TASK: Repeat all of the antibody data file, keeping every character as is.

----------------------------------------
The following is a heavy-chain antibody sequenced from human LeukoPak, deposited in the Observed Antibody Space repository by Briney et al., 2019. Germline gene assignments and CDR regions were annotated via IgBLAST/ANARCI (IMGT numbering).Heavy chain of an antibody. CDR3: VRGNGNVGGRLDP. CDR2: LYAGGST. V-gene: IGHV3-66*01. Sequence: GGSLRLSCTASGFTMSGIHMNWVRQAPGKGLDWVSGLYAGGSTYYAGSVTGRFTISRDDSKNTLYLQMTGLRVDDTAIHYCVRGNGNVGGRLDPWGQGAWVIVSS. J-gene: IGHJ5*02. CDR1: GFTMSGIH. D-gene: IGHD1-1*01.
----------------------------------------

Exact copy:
The following is a heavy-chain antibody sequenced from human LeukoPak, deposited in the Observed Antibody Space repository by Briney et al., 2019. Germline gene assignments and CDR regions were annotated via IgBLAST/ANARCI (IMGT numbering).Heavy chain of an antibody. CDR3: VRGNGNVGGRLDP. CDR2: LYAGGST. V-gene: IGHV3-66*01. Sequence: GGSLRLSCTASGFTMSGIHMNWVRQAPGKGLDWVSGLYAGGSTYYAGSVTGRFTISRDDSKNTLYLQMTGLRVDDTAIHYCVRGNGNVGGRLDPWGQGAWVIVSS. J-gene: IGHJ5*02. CDR1: GFTMSGIH. D-gene: IGHD1-1*01.